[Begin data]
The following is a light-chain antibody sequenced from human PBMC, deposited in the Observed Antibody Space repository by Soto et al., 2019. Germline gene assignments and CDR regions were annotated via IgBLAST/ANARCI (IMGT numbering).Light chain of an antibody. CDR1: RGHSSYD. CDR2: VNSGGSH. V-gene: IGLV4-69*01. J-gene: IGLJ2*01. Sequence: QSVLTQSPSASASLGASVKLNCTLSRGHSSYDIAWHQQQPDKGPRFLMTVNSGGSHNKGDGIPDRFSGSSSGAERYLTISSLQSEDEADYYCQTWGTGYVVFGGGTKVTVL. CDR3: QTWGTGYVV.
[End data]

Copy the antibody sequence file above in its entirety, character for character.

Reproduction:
The following is a light-chain antibody sequenced from human PBMC, deposited in the Observed Antibody Space repository by Soto et al., 2019. Germline gene assignments and CDR regions were annotated via IgBLAST/ANARCI (IMGT numbering).Light chain of an antibody. CDR1: RGHSSYD. CDR2: VNSGGSH. V-gene: IGLV4-69*01. J-gene: IGLJ2*01. Sequence: QSVLTQSPSASASLGASVKLNCTLSRGHSSYDIAWHQQQPDKGPRFLMTVNSGGSHNKGDGIPDRFSGSSSGAERYLTISSLQSEDEADYYCQTWGTGYVVFGGGTKVTVL. CDR3: QTWGTGYVV.